PICKERING: Something is quite different or defining for PLT is that we are Arabic first, so we actively build strategies to connect with Arabic gaming


STEWART: It's a sign that companies are looking at different communities.

MUDRICK: Gaming's importance in society is really becoming more than just an entertainment platform. And brands and other industries, game developers

and publishers, they can all leverage this trend in order to continue to grow.

STEWART: So for Matt and his team.

PICKERING: Luckily, we've got a company full of very good Call of Duty players.

STEWART: It's game on rather than game over. Anna Stewart, CNN.


CHATTERLEY: And there are just moments left to trade on Wall Street this Friday. We'll have the final numbers and the closing bell right after this.

Stay with us.


CHATTERLEY: Welcome back to the show. And there are just moments left to a lackluster day of trade on Wall Street. The Dow down more than 300 points,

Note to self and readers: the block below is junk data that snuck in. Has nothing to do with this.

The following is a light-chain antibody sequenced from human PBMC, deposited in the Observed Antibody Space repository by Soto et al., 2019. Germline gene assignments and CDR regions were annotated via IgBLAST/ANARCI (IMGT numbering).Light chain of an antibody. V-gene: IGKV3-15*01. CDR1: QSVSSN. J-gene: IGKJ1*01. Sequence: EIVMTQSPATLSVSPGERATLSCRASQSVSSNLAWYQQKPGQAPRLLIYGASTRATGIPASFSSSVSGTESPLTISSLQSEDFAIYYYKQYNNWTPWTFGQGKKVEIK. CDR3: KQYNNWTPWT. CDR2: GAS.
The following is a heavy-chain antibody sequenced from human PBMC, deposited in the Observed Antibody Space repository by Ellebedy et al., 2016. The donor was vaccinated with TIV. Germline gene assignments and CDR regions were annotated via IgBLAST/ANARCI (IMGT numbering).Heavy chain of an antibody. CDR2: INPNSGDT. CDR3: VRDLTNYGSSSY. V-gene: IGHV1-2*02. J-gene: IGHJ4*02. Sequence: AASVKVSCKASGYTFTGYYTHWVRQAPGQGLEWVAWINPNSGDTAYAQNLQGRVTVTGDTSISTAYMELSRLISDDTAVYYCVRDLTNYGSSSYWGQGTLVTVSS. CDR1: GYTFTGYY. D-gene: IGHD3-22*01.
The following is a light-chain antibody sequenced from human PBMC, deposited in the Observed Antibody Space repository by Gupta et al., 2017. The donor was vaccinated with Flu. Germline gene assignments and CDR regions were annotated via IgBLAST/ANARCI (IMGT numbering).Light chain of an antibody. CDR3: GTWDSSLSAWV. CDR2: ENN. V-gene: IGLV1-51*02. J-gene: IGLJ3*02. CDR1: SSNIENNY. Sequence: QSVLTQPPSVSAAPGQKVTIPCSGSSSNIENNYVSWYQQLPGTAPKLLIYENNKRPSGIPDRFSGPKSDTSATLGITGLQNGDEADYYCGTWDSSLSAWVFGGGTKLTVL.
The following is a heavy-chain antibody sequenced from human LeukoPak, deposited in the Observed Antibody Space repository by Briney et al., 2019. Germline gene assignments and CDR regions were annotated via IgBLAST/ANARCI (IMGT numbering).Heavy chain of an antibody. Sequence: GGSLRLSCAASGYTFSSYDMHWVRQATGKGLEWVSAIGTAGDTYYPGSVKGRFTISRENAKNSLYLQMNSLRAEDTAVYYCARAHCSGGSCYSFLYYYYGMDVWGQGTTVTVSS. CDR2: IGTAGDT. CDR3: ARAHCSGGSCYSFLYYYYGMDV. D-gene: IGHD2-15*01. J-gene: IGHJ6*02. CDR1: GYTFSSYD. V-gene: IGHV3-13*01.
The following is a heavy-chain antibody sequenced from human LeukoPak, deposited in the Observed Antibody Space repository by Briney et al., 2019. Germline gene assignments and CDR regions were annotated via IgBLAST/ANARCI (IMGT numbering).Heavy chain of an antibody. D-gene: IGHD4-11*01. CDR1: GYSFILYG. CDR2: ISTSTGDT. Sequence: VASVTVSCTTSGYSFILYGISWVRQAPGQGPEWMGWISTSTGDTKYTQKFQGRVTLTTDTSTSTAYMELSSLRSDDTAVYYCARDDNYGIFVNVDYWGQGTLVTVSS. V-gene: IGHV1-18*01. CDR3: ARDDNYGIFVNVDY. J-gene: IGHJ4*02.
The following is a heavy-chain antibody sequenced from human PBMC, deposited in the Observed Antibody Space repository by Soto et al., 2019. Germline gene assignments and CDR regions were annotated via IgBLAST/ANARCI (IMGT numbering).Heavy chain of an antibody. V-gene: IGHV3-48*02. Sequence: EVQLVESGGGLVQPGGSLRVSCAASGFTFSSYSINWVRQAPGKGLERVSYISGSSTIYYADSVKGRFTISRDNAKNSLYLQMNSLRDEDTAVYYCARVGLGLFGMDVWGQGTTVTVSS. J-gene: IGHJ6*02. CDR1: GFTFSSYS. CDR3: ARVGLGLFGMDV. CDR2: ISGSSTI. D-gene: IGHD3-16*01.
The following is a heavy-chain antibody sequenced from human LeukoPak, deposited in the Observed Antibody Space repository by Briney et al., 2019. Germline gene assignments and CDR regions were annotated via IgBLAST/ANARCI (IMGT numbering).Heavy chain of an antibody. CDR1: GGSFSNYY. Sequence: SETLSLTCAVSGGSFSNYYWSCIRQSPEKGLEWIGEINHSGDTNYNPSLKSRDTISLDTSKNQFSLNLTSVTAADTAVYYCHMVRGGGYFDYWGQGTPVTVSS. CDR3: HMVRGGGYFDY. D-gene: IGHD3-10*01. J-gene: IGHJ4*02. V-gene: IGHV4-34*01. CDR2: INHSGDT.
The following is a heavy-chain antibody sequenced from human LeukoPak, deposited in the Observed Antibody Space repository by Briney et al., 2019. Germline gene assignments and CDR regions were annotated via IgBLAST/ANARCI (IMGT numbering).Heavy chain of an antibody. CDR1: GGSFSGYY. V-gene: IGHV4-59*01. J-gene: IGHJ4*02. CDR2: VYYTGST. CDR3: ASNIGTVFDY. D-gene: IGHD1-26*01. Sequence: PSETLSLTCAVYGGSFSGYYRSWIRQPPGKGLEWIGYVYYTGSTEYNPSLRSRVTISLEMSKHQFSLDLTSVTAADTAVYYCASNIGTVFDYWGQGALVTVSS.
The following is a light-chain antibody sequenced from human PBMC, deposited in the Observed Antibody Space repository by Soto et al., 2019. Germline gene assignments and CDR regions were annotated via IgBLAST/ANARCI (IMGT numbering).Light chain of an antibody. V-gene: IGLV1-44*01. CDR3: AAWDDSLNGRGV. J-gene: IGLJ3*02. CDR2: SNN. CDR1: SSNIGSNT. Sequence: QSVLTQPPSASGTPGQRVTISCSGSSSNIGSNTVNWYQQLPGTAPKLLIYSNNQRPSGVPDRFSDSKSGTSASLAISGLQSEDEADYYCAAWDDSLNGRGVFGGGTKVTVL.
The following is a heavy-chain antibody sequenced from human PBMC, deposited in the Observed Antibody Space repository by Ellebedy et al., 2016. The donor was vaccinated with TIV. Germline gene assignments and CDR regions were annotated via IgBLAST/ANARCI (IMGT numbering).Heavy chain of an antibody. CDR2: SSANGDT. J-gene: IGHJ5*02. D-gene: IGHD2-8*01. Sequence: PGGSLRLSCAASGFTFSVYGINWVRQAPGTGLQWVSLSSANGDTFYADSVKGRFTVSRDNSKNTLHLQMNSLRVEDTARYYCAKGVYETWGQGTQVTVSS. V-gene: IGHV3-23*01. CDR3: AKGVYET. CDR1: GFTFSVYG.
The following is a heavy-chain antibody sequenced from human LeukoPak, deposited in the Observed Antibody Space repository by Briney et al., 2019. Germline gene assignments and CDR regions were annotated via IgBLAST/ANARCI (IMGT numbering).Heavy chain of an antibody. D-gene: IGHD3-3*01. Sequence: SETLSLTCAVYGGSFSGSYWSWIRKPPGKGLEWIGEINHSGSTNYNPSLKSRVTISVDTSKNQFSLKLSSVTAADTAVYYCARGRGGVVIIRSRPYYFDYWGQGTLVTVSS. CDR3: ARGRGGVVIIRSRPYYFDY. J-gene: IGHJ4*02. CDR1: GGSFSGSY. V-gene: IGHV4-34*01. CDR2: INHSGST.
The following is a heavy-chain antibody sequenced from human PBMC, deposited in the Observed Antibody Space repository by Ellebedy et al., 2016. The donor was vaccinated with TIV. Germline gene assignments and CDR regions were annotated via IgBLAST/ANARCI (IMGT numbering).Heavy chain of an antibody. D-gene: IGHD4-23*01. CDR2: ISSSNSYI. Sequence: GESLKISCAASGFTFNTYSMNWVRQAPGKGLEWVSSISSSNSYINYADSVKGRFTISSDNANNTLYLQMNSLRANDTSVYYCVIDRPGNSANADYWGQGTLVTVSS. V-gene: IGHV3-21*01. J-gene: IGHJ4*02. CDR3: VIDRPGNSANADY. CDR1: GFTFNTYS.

in English that's around nine-tenths of one percent. We went into the red earlier on in the session and the selling actually is accelerated in the

final hours of trade as you can see. Let's take a look at some of the Dow components. The red is a -- yes, lot more extensive as you can see than the


The big drag though is Dow Chemical. The chemical producer being downgraded by Bank of America on the belief that commodity price inflation is picking

and of course that will then weigh on future earnings potential. Similar picture in Europe. To Zurich managed to eke out a small gain. If we can

take a look at that. It finished up around four-tenths of one percent. The CAC quarante, the DAX and the FTSE all ended the session down as you can


And that wraps up Friday's day of trade. And that's QUEST MEANS BUSINESS. I'm Julia Chatterley in New York. The closing bell is ringing on Wall

Street. "THE LEAD" with Jake Tapper starts right now.